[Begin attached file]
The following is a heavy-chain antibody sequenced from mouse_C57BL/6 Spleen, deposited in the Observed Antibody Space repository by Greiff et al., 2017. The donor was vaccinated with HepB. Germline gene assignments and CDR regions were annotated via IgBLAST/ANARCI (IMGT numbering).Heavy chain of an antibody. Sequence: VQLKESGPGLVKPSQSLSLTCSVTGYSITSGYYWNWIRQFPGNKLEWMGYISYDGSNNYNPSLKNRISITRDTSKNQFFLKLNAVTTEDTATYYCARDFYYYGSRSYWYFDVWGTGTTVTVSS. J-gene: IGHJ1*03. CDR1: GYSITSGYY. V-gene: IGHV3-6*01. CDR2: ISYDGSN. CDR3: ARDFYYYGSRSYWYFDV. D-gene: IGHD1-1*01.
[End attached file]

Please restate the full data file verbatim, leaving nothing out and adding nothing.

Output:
The following is a heavy-chain antibody sequenced from mouse_C57BL/6 Spleen, deposited in the Observed Antibody Space repository by Greiff et al., 2017. The donor was vaccinated with HepB. Germline gene assignments and CDR regions were annotated via IgBLAST/ANARCI (IMGT numbering).Heavy chain of an antibody. Sequence: VQLKESGPGLVKPSQSLSLTCSVTGYSITSGYYWNWIRQFPGNKLEWMGYISYDGSNNYNPSLKNRISITRDTSKNQFFLKLNAVTTEDTATYYCARDFYYYGSRSYWYFDVWGTGTTVTVSS. J-gene: IGHJ1*03. CDR1: GYSITSGYY. V-gene: IGHV3-6*01. CDR2: ISYDGSN. CDR3: ARDFYYYGSRSYWYFDV. D-gene: IGHD1-1*01.